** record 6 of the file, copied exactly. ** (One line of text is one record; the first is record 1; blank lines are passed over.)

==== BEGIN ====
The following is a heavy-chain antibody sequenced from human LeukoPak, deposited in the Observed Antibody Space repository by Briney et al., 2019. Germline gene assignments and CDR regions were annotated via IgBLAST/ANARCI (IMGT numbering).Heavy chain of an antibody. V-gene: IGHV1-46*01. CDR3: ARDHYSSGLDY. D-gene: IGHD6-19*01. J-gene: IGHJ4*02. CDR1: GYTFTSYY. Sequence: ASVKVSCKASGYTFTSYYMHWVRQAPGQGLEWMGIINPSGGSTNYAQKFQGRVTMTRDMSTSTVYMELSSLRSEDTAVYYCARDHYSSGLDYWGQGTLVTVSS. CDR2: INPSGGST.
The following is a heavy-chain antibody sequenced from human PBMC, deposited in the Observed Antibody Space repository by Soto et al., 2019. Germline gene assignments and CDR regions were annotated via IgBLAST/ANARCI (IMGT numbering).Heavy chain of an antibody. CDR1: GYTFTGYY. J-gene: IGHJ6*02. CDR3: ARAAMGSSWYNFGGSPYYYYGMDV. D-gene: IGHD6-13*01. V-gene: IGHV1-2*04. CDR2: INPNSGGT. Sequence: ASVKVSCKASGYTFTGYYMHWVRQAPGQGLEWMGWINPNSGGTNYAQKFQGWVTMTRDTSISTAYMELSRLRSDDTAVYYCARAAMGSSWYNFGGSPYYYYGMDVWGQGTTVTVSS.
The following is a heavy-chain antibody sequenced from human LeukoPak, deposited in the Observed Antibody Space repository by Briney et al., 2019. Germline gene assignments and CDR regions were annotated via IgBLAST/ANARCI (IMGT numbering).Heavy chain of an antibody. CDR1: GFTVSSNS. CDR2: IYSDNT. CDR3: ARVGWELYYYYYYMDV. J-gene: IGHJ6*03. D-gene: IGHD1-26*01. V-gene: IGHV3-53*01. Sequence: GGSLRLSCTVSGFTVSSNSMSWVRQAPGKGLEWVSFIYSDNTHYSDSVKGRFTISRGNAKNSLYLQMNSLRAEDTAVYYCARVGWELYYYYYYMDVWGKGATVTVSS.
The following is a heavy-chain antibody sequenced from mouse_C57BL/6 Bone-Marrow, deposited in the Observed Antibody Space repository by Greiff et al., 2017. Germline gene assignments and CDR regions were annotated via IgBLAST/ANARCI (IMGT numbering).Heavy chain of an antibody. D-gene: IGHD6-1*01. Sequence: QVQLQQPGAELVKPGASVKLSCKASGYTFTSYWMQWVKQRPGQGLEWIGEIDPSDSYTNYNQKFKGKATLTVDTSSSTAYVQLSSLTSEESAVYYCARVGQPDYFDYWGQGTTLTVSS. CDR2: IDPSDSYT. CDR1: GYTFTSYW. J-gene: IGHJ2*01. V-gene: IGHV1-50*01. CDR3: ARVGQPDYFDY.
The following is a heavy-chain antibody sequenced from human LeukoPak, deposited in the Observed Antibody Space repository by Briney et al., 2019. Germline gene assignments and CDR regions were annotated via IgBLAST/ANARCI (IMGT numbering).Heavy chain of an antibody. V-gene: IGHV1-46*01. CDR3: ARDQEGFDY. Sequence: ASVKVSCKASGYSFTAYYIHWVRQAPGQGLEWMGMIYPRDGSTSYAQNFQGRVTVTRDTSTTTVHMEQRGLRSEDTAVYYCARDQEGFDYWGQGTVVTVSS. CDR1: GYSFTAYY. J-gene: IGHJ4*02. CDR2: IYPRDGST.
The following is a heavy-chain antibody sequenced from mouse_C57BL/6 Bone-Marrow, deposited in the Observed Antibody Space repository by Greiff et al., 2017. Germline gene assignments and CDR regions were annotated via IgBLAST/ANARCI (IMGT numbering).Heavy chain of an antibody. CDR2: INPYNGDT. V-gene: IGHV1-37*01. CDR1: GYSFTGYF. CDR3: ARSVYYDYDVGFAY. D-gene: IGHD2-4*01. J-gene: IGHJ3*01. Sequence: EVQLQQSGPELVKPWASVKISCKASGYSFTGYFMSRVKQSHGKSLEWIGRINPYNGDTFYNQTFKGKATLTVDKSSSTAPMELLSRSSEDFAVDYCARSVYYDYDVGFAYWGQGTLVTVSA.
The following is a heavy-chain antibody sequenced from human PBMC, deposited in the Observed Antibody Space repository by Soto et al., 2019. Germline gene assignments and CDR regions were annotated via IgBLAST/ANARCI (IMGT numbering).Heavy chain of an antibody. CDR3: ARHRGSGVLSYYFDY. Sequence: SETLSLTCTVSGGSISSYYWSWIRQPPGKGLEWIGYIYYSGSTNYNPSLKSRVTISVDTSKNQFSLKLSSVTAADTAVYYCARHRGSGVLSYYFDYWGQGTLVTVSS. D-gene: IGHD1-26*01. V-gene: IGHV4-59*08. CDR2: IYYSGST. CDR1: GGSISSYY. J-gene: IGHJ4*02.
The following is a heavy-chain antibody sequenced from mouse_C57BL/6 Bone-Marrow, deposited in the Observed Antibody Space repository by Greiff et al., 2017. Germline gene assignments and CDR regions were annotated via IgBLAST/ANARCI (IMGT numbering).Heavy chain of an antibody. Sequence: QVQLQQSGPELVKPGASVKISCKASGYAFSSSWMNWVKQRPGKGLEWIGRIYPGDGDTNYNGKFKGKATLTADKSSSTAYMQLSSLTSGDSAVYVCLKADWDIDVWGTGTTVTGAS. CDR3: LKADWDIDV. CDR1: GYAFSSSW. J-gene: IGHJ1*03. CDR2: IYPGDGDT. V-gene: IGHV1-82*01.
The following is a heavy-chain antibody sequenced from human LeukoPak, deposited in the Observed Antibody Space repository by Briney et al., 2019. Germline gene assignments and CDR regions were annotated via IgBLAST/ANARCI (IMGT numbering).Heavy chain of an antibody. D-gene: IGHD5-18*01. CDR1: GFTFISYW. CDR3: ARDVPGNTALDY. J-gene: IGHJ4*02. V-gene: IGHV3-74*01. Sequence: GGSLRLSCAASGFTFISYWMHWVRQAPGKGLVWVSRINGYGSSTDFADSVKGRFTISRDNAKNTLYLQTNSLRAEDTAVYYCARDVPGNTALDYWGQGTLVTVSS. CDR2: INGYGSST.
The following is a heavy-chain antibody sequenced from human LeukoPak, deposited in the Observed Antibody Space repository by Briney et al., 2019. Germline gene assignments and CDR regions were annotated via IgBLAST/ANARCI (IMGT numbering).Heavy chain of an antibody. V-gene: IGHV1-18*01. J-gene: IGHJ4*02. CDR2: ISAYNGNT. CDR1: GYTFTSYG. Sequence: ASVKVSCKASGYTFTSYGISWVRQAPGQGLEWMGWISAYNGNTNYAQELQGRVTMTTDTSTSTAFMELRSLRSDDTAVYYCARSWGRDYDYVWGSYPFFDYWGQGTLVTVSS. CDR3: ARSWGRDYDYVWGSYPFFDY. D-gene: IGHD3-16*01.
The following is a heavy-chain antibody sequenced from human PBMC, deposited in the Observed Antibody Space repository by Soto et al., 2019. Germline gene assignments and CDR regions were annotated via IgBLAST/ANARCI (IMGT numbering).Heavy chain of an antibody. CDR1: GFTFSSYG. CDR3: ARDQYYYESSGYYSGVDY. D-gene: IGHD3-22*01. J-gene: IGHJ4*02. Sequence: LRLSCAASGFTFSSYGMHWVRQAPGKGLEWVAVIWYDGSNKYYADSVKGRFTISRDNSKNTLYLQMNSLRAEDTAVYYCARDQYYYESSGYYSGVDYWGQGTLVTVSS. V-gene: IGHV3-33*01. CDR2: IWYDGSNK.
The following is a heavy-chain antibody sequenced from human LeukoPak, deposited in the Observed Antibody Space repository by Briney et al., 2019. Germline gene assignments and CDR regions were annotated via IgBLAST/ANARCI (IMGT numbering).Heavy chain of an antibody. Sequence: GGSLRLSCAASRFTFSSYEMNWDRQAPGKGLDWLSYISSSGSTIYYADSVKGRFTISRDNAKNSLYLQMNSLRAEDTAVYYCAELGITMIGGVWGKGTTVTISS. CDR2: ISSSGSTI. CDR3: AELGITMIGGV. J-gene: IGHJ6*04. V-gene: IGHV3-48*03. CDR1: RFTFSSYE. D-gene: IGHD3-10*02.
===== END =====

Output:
The following is a heavy-chain antibody sequenced from mouse_C57BL/6 Bone-Marrow, deposited in the Observed Antibody Space repository by Greiff et al., 2017. Germline gene assignments and CDR regions were annotated via IgBLAST/ANARCI (IMGT numbering).Heavy chain of an antibody. CDR2: INPYNGDT. V-gene: IGHV1-37*01. CDR1: GYSFTGYF. CDR3: ARSVYYDYDVGFAY. D-gene: IGHD2-4*01. J-gene: IGHJ3*01. Sequence: EVQLQQSGPELVKPWASVKISCKASGYSFTGYFMSRVKQSHGKSLEWIGRINPYNGDTFYNQTFKGKATLTVDKSSSTAPMELLSRSSEDFAVDYCARSVYYDYDVGFAYWGQGTLVTVSA.